Dr. Michael Eades, co-author of Protein Power, recently made a very interesting blog entry on metabolism and ketosis. I highly recommend that if you are doing a low-carb diet that you read the original post ( http://www.proteinpower.com/drmike/?p=719 ). I am very impressed by how quickly and thoroughly the Drs. Eades answer my questions.
I wrote the this comment:
May 24th, 2007 at 9:40 am
You said that the average person requires about 200 gr. of sugar. And that when the ketosis process is humming along the requirement for glucose drops to about 120-130 gm per day.
What is the reason for the drop in glucose requirements?
Can this help explain why many people doing low carb often lose 10-30 pounds per month the first few months then substantially less the subsequent months?
I am struggling to understand why weight loss seems more and more difficult the longer I am on a low-carb diet. I have lost 80 pounds over 9 months and am 20 pounds away from having 18% body fat. The first six months were pretty much by the book. At the end of the sixth month, I was losing at a rate of less than 5 pounds per month, 1/6 of what I experienced during the first month. There was a noticeable slow-down during the 3rd month. Any thoughts on why the slow-down?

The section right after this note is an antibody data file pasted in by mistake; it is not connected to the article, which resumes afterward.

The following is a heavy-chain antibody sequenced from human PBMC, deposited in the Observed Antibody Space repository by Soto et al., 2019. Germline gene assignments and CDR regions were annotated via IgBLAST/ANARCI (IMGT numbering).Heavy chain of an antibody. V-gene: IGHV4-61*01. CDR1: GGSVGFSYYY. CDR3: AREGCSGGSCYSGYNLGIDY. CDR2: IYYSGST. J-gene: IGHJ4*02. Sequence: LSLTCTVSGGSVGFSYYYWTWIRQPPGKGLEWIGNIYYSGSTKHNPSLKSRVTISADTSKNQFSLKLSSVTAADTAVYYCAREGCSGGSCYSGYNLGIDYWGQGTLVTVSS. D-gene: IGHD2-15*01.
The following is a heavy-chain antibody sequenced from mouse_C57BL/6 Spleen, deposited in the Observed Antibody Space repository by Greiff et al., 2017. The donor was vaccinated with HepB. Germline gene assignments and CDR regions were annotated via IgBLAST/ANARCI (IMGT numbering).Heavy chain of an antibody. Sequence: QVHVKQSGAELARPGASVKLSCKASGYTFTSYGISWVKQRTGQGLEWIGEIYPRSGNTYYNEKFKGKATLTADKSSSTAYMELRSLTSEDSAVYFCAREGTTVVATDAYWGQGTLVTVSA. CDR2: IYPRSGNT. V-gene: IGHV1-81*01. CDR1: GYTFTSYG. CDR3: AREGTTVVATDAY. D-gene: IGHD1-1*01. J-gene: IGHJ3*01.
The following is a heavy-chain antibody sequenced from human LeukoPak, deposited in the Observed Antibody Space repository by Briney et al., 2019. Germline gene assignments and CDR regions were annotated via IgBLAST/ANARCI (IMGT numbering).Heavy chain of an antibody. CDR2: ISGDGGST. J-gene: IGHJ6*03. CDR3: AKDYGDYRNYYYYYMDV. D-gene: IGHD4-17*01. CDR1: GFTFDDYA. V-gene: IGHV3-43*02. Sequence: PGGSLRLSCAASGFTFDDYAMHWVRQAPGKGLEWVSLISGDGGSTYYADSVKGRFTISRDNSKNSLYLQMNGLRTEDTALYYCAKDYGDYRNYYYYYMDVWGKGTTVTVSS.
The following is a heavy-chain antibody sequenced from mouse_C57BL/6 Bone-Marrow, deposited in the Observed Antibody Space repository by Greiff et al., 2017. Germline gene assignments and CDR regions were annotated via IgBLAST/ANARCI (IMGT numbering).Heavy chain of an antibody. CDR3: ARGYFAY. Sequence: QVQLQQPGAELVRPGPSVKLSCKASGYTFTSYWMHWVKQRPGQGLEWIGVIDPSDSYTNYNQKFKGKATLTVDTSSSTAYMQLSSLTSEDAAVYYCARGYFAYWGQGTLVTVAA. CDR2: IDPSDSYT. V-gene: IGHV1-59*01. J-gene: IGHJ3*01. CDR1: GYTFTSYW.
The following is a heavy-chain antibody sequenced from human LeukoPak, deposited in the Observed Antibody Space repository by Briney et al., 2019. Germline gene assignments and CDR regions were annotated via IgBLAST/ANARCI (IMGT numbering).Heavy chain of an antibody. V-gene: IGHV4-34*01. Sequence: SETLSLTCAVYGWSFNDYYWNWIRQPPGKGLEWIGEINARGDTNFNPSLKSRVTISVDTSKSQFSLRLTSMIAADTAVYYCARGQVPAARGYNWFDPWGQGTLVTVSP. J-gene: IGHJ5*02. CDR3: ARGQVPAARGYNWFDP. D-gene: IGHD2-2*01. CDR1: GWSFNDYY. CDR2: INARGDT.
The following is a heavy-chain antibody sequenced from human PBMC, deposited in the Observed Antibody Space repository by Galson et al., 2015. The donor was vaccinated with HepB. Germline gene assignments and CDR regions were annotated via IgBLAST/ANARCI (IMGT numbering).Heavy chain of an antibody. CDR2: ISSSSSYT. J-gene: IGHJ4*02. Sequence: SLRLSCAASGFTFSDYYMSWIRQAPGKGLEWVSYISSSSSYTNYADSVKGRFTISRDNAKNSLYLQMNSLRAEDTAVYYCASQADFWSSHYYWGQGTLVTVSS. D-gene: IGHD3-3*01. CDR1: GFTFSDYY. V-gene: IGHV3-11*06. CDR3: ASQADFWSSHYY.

It takes a while to become fully ketone adapted. At first, the body is making the ketones, but the tissues haven’t completely converted to using them for energy yet. The body then wastes the unused ketones (which are highly caloric) in the breath and urine. As time rolls on and the body becomes ketone adapted, it wrings every smidgen of energy it can out of the ketones, so you don’t get as great a loss as you do early on.
Second, as you lose weight, you decrease your metabolic rate. Resting metabolic rate is a function of weight more than anything else, and resting metabolic rate is the largest component of most people’s total metabolic rate. As you lose and the metabolic rate falls, it becomes more difficult to lose more. Sometimes it’s easier to think of weight loss in terms of percentage of body weight than in pounds. As you get smaller, you lose less, but even though you’re losing less, that less represents about the same percentage of your overall body weight as did the larger amounts you lost when you were larger.
The very best way to look at it is by percentage body fat. If you’re a male, then you should shoot for a body fat percentage of around 15-18% irrespective of what overall weight that represents. Which seems to be what you’re doing. Remember, you can decrease body fat percentage without losing any weight if you increase your muscle mass.